A sure-fire way to cultivate and demonstrate your value is through continuous learning. Consider adding a specialization to your existing design skill set. If you’re a UX designer, add some visual/UI design skills, for example. If you’ve got plenty of experience on the design side of things, gather some basic coding skills, or learn the basics of UX design. You could even take your knowledge to the cutting edge and learn how design for voice user interfaces.
If you’re already a practicing UX designer without formal education or training in the field, this might be the time to get certified in UX design. For that, CareerFoundry’s guide on how to pick a great certification program is a great place to start.
The most important takeaway here: Your reason for asking for a raise should always be rooted in the value you bring to the company.
The whole conversation will hinge on that. Be clear on that value and how you will grow it. Remember also that it’s okay to wait to have the conversation until you are clear on that—and that it’s okay to ask your manager for help in clarifying the value you bring to the table and how you can cultivate it!
Once you’re clear on why you’re asking for a raise, and how you will substantiate the request, it’s time to think about the right time to start that conversation.
When you should ask for a raise
When it comes to asking for a raise, timing matters! It’s also something you could easily waste time on overthinking. So let’s simplify it.
When is the best time to ask for a raise? Here are five guidelines to help you determine the right time to start this conversation.
1. If you’ve just started a new job, you’ll want to wait at least 6-12 months
It’s important that you’ve put in some time before you start a conversation about increasing your salary. Asking too soon after your start date will make you seem somewhat restless and out of touch.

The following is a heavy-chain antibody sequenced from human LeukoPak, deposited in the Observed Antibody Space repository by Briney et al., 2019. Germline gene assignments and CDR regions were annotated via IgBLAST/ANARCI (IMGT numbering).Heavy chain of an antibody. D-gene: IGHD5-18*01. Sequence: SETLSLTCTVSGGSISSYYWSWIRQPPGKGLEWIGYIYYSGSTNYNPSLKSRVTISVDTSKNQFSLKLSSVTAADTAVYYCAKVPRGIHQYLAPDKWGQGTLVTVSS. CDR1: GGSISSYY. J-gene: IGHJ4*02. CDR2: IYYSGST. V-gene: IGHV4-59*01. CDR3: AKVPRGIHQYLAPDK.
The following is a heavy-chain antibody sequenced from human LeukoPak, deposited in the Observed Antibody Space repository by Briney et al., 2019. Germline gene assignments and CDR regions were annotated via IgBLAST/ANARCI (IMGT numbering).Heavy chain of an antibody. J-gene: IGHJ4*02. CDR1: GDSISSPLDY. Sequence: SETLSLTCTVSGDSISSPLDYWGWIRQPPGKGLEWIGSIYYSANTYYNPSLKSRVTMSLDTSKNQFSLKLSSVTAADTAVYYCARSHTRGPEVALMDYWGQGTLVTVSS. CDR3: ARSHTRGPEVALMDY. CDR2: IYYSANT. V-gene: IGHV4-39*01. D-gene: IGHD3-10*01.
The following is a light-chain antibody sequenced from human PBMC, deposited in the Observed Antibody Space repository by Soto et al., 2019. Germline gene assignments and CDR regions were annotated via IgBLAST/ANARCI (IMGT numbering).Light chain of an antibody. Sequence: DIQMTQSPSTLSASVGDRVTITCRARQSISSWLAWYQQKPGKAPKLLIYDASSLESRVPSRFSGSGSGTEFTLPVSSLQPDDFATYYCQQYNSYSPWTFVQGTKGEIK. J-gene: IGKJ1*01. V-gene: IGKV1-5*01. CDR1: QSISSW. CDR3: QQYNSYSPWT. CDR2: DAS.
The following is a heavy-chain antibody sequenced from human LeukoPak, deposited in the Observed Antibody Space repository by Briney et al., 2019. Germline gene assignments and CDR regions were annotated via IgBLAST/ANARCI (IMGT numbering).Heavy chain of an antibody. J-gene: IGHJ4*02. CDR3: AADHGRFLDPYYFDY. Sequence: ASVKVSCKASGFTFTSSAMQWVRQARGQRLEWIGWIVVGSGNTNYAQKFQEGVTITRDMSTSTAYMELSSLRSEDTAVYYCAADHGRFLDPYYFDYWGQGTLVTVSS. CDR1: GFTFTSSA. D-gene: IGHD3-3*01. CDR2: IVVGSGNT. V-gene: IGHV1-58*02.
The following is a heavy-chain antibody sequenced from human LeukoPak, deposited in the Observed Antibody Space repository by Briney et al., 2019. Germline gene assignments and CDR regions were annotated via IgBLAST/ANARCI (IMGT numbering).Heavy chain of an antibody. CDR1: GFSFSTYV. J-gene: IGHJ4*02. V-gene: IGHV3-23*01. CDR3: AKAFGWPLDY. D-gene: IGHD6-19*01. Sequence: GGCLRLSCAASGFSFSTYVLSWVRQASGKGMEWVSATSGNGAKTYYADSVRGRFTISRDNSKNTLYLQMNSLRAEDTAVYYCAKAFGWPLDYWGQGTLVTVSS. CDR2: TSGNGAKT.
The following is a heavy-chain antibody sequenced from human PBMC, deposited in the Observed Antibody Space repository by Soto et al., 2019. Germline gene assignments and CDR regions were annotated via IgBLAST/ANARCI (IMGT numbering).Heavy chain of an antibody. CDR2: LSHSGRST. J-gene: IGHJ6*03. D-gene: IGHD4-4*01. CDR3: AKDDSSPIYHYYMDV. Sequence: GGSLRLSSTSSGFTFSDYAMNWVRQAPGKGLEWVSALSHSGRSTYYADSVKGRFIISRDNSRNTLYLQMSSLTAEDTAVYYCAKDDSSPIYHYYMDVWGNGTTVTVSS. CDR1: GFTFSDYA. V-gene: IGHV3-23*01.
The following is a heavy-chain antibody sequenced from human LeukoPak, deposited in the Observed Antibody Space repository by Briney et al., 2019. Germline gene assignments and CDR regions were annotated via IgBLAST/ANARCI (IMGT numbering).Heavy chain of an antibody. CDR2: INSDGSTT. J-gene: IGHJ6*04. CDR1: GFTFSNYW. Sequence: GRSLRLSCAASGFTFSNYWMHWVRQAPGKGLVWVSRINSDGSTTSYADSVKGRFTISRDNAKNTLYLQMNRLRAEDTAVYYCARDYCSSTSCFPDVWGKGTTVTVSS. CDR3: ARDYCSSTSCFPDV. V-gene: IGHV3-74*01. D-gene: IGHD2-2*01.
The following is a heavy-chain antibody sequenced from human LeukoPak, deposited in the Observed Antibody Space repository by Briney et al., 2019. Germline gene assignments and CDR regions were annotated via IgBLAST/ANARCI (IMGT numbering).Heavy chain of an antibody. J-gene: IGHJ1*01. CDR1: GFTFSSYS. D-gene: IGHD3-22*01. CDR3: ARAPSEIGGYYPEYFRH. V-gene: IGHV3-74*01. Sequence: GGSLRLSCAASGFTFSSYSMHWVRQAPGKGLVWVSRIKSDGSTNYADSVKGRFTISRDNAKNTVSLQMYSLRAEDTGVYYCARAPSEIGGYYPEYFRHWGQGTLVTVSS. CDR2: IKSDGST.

As a general rule, six months makes sense if you were hired with some stipulations (completing onboarding or other training, or reaching a particular goal in your performance). Wait a year if you already negotiated your starting salary to an appropriate range when you accepted the job offer.
2. When your company’s salary review process normally takes place
There’s usually a particular window when your manager will be discussing budgets and salaries with their managers. Find out when this happens and plan a meeting with your manager. You’ll want to approach them before they have these conversations and before anything is set in stone.
3. If you’ve taken on extra responsibility or recently celebrated a noteworthy success
This is another potentially great time to consider asking for a raise. If you’ve just finished a major project or your designs have resulted in some impressive conversions or other defined and impressive outcomes, you could ride the wave of that accomplishment into the raise conversation. You’ll want to keep other timing considerations in mind (if you’ve just gotten a raise in recent months, for example).
4. At your allocated annual performance review
This is an excellent time to open up this conversation. Your accomplishments, contributions, and growing edges will already be under discussion—what better time to point to those results as the foundation for your request?
If your company doesn’t have set performance reviews in place, you’ll need to set up a meeting yourself. Be mindful of the timing here—see our next point.
5. When you go for a new job
There’s no better time to assess your salary and your market worth than when you’re applying for a new job. If the initial job offer comes to you with a salary that is less than or equal to your salary at your current/previous job, why not ask for more? Assuming you do eventually accept this job offer, salary increases later down the line are typically determined as a percentage of whatever you’re currently making. If you start at a lower salary to begin with, it doesn’t just affect you now—it will result in a lower salary over the span of your employment with that company, and a lower ending salary which could even affect the salary at your next job!
According to Brian Kropp, VP at research firm Gartner, the average increase in compensation for a worker who quits their old job for a new one is about 15%. So know the value you bring to the job, and brush up on those salary negotiation skills!
Now that you’ve got a better idea of when to ask for a raise, let’s dive into how to ask for a raise.
How to ask for a raise
As you prepare to start this conversation, remember that you’re making a business proposition. As you would in any business proposition, you want to understand the needs and goals of the person or group you’re talking to, demonstrate the value that meets those needs, and be ready for what happens when a decision is made (regardless of what direction it goes). Here are five key steps to take.
1. Do your research